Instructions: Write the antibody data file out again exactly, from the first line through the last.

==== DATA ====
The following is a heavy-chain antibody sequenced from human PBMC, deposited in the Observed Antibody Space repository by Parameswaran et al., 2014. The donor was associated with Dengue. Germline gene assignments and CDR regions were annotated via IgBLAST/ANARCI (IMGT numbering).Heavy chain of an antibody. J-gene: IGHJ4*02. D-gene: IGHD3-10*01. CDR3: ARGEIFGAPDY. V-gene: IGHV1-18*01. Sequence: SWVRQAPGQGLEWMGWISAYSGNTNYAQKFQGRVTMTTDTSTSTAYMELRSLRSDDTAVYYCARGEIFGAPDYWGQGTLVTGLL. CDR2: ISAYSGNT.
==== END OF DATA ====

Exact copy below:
The following is a heavy-chain antibody sequenced from human PBMC, deposited in the Observed Antibody Space repository by Parameswaran et al., 2014. The donor was associated with Dengue. Germline gene assignments and CDR regions were annotated via IgBLAST/ANARCI (IMGT numbering).Heavy chain of an antibody. J-gene: IGHJ4*02. D-gene: IGHD3-10*01. CDR3: ARGEIFGAPDY. V-gene: IGHV1-18*01. Sequence: SWVRQAPGQGLEWMGWISAYSGNTNYAQKFQGRVTMTTDTSTSTAYMELRSLRSDDTAVYYCARGEIFGAPDYWGQGTLVTGLL. CDR2: ISAYSGNT.